By now the subjects and themes of Bioshock Infinite have been discussed to death. Talks and articles have ranged from its presentation of religious zealotry, faith, class war, probability and even basic design choice; but one aspect of the world people have overlooked is the Songbird itself. Analysis have spoken about what it represents to Columbia, its role in Elizabeth’s life and the effectiveness of its brief appearances, but not what it resembles. Not its identity as a character.
The Bioshock universe has always made use of dark parallels and opposites to contrast with its preceding games. We saw this with Sofia Lamb and Andrew Ryan, the Great Chain and The Family and even the basic settings themselves in the first games. This was only taken further in Infinite with a new spin on the class war aspects of the original game which were only briefly covered, often with more emphasis placed upon the plasmids. Unlike Fontaine, Fitzroy believed whole heartedly in her cause and even despite her desires for improving life for the downtrodden was easily as much of a monster.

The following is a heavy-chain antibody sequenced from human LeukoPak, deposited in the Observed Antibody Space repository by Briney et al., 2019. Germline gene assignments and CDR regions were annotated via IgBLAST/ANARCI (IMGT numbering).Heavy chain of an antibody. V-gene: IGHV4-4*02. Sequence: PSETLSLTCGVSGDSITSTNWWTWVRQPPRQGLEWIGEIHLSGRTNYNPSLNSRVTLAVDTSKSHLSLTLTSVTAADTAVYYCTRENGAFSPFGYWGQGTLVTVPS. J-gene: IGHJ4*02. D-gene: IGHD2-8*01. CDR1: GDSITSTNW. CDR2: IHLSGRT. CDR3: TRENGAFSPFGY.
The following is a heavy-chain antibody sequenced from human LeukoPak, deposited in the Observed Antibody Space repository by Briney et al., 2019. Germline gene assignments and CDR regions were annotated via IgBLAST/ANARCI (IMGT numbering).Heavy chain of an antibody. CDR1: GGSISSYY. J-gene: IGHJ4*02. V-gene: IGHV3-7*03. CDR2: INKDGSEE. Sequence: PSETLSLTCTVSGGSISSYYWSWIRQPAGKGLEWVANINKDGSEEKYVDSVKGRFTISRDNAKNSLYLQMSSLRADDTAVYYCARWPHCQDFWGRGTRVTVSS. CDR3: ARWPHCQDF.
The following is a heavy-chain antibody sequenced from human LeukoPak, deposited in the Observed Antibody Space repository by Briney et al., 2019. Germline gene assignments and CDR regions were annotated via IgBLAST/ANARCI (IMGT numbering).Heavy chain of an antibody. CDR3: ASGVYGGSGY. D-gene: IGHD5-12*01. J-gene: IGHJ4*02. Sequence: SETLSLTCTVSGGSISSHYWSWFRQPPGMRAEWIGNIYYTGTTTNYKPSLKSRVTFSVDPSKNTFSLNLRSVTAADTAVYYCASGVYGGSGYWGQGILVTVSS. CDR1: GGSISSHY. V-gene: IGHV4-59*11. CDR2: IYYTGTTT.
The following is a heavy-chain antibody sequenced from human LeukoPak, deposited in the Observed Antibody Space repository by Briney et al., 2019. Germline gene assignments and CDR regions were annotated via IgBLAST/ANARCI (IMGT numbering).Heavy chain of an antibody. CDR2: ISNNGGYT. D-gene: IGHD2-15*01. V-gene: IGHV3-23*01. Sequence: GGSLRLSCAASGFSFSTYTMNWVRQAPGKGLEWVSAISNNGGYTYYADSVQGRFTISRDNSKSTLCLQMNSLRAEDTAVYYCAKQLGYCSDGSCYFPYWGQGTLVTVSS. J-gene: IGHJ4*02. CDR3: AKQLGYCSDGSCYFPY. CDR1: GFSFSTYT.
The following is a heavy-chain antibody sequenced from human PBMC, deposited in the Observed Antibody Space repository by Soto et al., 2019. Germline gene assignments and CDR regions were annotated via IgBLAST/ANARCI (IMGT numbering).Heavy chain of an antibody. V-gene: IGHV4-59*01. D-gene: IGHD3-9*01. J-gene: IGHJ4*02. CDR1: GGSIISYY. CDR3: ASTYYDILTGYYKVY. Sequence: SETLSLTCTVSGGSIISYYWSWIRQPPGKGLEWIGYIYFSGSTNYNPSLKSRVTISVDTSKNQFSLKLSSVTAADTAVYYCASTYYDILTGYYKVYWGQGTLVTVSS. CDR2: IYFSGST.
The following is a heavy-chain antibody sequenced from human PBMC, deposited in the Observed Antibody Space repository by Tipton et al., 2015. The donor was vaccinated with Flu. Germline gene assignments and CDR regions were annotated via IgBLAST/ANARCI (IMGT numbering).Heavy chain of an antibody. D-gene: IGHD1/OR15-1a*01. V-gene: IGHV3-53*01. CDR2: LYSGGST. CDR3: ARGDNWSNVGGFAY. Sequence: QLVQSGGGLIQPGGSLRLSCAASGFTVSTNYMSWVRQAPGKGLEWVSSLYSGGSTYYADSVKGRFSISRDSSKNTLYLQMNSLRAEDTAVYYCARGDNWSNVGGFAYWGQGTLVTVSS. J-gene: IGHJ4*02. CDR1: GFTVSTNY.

So what did the Songbird mirror?